The Buckingham's ' Pi ' theorem is a key theorem in dimensional analysis. The theorem states that if we have a physically meaningful equation involving a certain number, n of physical variables and these variables are expressible in terms of k independent fundamental physical qualities, then the original expression is equivalent to an equation involving a set of p = n - k dimensionless variables constructed from the original variables. For the purpose of the experimenter, different systems which share the same description in terms of these dimensionless numbers are equivalent.

**Buckingham's ' Pi ' theorem.**

The **Buckingham's ' Pi ' theorem** is a key theorem in
dimensional analysis. The theorem states that if we have a physically
meaningful equation involving a certain number, n of physical variables and
these variables are expressible in terms of **k**
independent fundamental physical qualities, then the original expression is
equivalent to an equation involving a set of p = n - k dimensionless variables
constructed from the original variables. For the purpose of the experimenter,
different systems which share the same description in terms of these
dimensionless numbers are equivalent.

In mathematical terms, if we
have a physically meaningful equation such as f ( q1, q2,……..qn ) = 0

where the qi are the n physical variables and
they are expressed in terms of k independent physical units, the above equation
can be restated as

F (?1, ?2………. ?p) = 0

Where, the
?i are the dimensionless parameters constructed from the qi by p = n-k equations of the form

?i = q1^{m}, q2,^{m}……..qn^{m}

Where the exponents mi are the
rational numbers. The use of the ?i the dimensionless parameters was introduced by Edge Buckingham in
his original 1914 paper on the subject from which the theorem draws its name.

Most importantly, the Buckingham ? theorem provides a method for
computing sets of dimensionless parameters is not unique: Buckingham's theorem
only provides a way of generating sets of dimensionless parameters and will not
choose the most 'physically meaningful'.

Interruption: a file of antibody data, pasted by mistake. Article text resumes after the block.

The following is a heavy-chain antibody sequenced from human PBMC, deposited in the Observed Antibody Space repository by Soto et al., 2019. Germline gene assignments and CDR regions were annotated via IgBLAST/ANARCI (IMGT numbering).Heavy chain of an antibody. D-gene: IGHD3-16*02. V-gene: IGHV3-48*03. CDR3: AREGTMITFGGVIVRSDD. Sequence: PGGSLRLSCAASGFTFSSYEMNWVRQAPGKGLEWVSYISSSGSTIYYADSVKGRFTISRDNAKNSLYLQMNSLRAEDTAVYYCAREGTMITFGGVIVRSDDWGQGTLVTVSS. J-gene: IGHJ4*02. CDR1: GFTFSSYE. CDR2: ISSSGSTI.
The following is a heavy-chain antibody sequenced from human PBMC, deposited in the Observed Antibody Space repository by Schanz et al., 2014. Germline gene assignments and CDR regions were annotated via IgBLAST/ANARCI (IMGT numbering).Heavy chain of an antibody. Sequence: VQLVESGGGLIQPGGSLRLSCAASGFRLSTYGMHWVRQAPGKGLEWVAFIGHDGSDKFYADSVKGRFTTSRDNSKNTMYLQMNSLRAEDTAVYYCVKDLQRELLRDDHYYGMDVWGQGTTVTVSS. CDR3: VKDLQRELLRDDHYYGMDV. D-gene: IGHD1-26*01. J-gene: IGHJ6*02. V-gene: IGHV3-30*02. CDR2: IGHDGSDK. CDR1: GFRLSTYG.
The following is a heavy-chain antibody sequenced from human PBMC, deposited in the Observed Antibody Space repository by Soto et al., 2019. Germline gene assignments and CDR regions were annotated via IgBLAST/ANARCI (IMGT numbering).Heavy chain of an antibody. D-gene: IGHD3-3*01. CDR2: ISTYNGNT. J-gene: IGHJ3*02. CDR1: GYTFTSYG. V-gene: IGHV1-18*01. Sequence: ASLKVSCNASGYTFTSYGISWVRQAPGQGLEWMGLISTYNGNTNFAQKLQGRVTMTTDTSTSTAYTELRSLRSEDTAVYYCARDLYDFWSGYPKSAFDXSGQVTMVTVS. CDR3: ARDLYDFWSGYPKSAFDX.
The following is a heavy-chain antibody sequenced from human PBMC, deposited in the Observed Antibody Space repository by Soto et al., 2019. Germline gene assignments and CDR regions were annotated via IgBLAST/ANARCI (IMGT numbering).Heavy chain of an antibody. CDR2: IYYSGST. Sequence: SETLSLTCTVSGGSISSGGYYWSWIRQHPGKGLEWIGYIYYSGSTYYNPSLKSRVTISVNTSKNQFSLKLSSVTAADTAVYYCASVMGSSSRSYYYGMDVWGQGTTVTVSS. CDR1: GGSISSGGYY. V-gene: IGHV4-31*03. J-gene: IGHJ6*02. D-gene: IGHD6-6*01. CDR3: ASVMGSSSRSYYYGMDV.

Proofs of the **?** theorem often begin by considering the space
of fundamental and derived physical unit's vector space, with the fundamental
units as basis vectors and with multiplication of physical units as the 'Vector
addition' operation and raising to powers as the 'scalar multiplication'
operation.

Making the physical units match across sets of physical equations can
then the regarded as imposing linear constraints in the physical units vector
space.

The theorem describes how every physical meaningful equation
involving **n **variables can be equivalently rewritten as an equation of n
- m dimensionless** **parameters, where **m** is the number of
fundamental units used. Furthermore and most importantly it provides a method
for computing these dimensionless parameters from the given variables, even if
the form of the equation is still unknown.

Two systems for which these parameters coincide are called similar;
they are equivalent for the purposes of the experimental list who wants to
determine the form of the equation can choose the most convenient one.

The **?** theorem uses
linear algebra: the space of all possible physical units can be seen as a
vector space over the rational numbers if we represent a unit as the set of
exponents needed for the fundamental units ( with a power of zero if the
particular fundamental unit is not present) Multiplication of physical units is
then represented by vector addition within this vector space. The algorithm of
the ?

theorem is essentially a Gauss - Jordan
elimination carried out in this vector space.

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